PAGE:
Spanish Spanish Two Verb Reflexives

If you’ve taken our Level I course, you learned how to put together sentences in Spanish using two verbs. You learned how to say phrases like, “I want to go”, “She needs to eat” and so forth. Now, we’ll learn how put together two-verb phrases using reflexive verbs.

Spanish mini-course

Do you remember what a reflexive pronoun is? It is the “me, se, te, or nos” that goes along with a reflexive verb. Now, we’ll talk about where the pronoun goes if we use two verbs. You’ve already learned that with one reflexive verb, the pronoun goes before the verb. Some examples are “I get dressed” or “Me visto” and “I brush my hair” or “me cepillo el pelo”. With two-verb phrases, the reflexive pronoun can go either before or after both verbs. Putting the reflexive pronoun after the verb is neither more common nor more correct than putting it before. You can do it either way correctly, and native speakers will also vary the way they do it seemingly according to how they feel or by habit. Let me show you what I mean with a few examples:

The phrase “They need to sit down” can either be: Se necesitan sentar Or Necesitan sentarse
Notice that the “se” can either go before or after the two verbs. Also notice that if the “se” goes after both verbs, it connects or hooks directly onto the second verb. Let’s look at a few more.
The phrase “She has to stay here” can either be: Se tiene que quedar aquí Or Tiene que quedarse aquí
The phrase “I don’t want to get sick” can either be: No me quiero enfermar Or No quiero enfermarme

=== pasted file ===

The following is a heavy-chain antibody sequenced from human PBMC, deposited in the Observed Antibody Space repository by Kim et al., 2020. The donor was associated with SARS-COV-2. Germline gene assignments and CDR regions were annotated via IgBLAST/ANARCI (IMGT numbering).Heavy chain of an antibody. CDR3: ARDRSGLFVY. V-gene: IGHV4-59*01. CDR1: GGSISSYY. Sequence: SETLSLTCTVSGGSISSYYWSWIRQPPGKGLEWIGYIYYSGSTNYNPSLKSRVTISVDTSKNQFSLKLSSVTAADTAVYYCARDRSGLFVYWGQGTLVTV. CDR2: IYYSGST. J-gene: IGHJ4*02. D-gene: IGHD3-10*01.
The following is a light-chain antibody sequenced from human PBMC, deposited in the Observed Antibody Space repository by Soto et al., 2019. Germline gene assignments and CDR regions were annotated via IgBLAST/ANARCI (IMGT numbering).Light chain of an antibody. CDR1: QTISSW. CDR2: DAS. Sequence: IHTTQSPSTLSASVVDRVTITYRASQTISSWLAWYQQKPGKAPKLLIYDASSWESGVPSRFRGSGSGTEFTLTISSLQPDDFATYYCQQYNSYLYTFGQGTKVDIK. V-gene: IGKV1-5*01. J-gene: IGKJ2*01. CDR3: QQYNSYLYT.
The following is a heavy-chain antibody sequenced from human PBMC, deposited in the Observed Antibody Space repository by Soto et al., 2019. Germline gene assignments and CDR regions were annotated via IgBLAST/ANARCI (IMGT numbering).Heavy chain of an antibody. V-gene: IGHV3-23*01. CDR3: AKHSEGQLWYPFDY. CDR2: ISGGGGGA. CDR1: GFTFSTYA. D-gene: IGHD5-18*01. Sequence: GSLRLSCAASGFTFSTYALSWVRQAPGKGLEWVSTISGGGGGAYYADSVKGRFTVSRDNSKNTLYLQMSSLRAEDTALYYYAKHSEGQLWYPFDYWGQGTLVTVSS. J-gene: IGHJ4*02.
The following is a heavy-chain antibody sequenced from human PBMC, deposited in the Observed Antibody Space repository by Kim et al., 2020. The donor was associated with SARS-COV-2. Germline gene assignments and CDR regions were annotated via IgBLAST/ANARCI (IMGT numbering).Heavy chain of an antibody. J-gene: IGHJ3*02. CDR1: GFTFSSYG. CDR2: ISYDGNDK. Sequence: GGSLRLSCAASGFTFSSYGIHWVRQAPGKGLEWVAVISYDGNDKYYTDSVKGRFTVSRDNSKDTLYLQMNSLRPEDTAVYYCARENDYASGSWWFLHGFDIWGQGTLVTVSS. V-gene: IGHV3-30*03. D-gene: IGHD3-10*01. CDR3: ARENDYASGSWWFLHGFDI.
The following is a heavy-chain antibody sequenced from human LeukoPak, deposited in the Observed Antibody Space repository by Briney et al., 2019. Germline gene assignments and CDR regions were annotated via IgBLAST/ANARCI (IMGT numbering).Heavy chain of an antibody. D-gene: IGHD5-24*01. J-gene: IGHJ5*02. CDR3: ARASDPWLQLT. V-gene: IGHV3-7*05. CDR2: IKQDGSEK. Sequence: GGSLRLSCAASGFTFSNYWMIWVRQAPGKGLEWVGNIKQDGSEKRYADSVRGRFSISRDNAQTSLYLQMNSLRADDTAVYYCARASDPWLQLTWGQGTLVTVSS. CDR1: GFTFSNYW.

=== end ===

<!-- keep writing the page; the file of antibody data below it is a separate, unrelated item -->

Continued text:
Take just a minute to absorb this rule for learning Spanish, and notice where the reflexive pronouns can be placed. Remember, they can either go before a 2-verb phrase or after a 2-verb phrase but never between both verbs. Even though they can either go before or after both verbs, and both are equally correct. Just to simplify, we’ll practice with them afterwards in the following lessons.

The only exception to this rule is using the verb “gustar”.

The phrase “They like to complain” can only be: Les gusta quejarse The “se” can only come after both verbs.
And now the phrase “He doesn’t like to get up.” Or No le gusta levantarse Again, like the last one, the “se” can only come after both verbs when you use “gustar”.

Even though most reflexive pronouns can come before or after a 2-verb phrase (except with “gustar”), as I mentioned before, throughout this course, to simplify we’ll always put them after both verbs.

Now we’ll have a verbal quiz on this concept using the reflexive verbs you have learned. Read the English phrase then say aloud the Spanish translation.

I want  to stay here. Quiero quedarme aquí
(Juanita) You need to shower Necesitas ducharte
He can’t break his arm No puede romperse el brazo
She doesn’t like to get sick     No le gusta enfermarse
(Dr. Olivares) You ought to brush your hair   Debe cepillarse el pelo
She hopes to get married to Alberto Espera casarse con Alberto
They prefer to bathe every day Prefieren bañarse todos los días
We must get (ourselves) ready Debemos arreglarnos
I desire to meet with them today                    Deseo reunirme con ellos hoy
I want to complain      Quiero quejarme
(Juanita) You need to say goodbye Necesitas despedirte
He can to have fun there         Puede divertirse allí
We like to sit down     Nos gusta sentarnos
(Mrs. Olivares) You ought to wake up                       Debe despertarse

If you feel comfortable with this section, please feel free to move on to the next lesson.  Otherwise, you can repeat this one until you are ready.